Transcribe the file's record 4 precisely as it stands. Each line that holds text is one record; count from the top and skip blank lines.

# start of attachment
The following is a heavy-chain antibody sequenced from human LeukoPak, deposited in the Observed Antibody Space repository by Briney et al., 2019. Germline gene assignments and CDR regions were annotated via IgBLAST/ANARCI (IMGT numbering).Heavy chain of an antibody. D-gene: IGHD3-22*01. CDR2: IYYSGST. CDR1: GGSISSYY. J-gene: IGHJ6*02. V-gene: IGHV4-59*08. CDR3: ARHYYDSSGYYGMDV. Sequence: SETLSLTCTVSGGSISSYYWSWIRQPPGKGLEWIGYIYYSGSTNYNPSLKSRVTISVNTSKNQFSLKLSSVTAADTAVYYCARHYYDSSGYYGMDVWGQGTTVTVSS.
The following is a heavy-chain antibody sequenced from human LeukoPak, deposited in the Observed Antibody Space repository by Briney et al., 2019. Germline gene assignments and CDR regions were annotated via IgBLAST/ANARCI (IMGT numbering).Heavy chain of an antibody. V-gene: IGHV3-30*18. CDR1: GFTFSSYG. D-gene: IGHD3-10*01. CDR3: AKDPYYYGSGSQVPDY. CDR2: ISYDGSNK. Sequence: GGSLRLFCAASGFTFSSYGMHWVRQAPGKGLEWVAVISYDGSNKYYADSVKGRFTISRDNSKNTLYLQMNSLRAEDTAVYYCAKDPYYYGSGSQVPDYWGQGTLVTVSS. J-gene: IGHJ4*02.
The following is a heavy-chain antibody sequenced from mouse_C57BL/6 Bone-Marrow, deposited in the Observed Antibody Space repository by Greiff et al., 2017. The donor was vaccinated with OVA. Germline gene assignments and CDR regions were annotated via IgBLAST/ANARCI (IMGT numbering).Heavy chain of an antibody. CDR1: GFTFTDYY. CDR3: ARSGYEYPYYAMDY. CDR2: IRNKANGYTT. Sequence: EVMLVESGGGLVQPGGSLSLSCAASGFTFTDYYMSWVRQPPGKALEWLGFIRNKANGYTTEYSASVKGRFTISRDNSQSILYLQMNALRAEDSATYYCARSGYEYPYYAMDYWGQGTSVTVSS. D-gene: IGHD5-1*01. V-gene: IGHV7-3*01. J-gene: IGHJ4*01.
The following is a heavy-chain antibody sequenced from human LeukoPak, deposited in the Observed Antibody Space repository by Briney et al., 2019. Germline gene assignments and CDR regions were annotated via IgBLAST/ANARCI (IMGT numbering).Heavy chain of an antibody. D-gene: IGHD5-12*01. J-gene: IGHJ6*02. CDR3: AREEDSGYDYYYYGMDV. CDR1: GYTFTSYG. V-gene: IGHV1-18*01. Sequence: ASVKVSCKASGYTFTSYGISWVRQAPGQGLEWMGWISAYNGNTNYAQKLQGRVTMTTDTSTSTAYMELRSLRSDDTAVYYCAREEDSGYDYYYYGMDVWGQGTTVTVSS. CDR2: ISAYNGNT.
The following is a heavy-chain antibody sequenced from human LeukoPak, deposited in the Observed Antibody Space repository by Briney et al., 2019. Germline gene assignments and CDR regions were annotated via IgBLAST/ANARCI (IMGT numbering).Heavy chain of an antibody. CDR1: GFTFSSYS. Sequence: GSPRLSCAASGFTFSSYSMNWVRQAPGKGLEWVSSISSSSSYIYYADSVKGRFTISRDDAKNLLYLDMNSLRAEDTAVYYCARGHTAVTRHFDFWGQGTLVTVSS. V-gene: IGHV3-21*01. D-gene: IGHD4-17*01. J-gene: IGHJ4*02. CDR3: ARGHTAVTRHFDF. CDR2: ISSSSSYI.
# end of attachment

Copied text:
The following is a heavy-chain antibody sequenced from human LeukoPak, deposited in the Observed Antibody Space repository by Briney et al., 2019. Germline gene assignments and CDR regions were annotated via IgBLAST/ANARCI (IMGT numbering).Heavy chain of an antibody. D-gene: IGHD5-12*01. J-gene: IGHJ6*02. CDR3: AREEDSGYDYYYYGMDV. CDR1: GYTFTSYG. V-gene: IGHV1-18*01. Sequence: ASVKVSCKASGYTFTSYGISWVRQAPGQGLEWMGWISAYNGNTNYAQKLQGRVTMTTDTSTSTAYMELRSLRSDDTAVYYCAREEDSGYDYYYYGMDVWGQGTTVTVSS. CDR2: ISAYNGNT.